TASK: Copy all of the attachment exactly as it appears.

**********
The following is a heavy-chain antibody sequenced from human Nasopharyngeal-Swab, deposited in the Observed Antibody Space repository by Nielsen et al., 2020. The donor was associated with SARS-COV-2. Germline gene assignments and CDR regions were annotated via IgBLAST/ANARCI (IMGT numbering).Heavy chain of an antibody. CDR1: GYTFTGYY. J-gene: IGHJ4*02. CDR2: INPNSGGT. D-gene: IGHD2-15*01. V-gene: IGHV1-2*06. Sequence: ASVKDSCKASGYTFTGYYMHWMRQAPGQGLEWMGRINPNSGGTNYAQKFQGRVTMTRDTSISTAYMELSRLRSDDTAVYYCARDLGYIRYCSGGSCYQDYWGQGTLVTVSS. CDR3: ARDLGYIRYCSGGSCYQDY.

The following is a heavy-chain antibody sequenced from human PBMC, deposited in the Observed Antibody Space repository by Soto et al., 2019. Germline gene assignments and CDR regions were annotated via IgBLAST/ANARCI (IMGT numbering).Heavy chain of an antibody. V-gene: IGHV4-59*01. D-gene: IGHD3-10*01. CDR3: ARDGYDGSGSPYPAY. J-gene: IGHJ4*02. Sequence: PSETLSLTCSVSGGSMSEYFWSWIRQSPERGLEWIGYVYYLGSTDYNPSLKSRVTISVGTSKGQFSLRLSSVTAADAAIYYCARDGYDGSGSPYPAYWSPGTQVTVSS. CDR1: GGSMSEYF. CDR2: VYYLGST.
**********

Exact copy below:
The following is a heavy-chain antibody sequenced from human Nasopharyngeal-Swab, deposited in the Observed Antibody Space repository by Nielsen et al., 2020. The donor was associated with SARS-COV-2. Germline gene assignments and CDR regions were annotated via IgBLAST/ANARCI (IMGT numbering).Heavy chain of an antibody. CDR1: GYTFTGYY. J-gene: IGHJ4*02. CDR2: INPNSGGT. D-gene: IGHD2-15*01. V-gene: IGHV1-2*06. Sequence: ASVKDSCKASGYTFTGYYMHWMRQAPGQGLEWMGRINPNSGGTNYAQKFQGRVTMTRDTSISTAYMELSRLRSDDTAVYYCARDLGYIRYCSGGSCYQDYWGQGTLVTVSS. CDR3: ARDLGYIRYCSGGSCYQDY.

The following is a heavy-chain antibody sequenced from human PBMC, deposited in the Observed Antibody Space repository by Soto et al., 2019. Germline gene assignments and CDR regions were annotated via IgBLAST/ANARCI (IMGT numbering).Heavy chain of an antibody. V-gene: IGHV4-59*01. D-gene: IGHD3-10*01. CDR3: ARDGYDGSGSPYPAY. J-gene: IGHJ4*02. Sequence: PSETLSLTCSVSGGSMSEYFWSWIRQSPERGLEWIGYVYYLGSTDYNPSLKSRVTISVGTSKGQFSLRLSSVTAADAAIYYCARDGYDGSGSPYPAYWSPGTQVTVSS. CDR1: GGSMSEYF. CDR2: VYYLGST.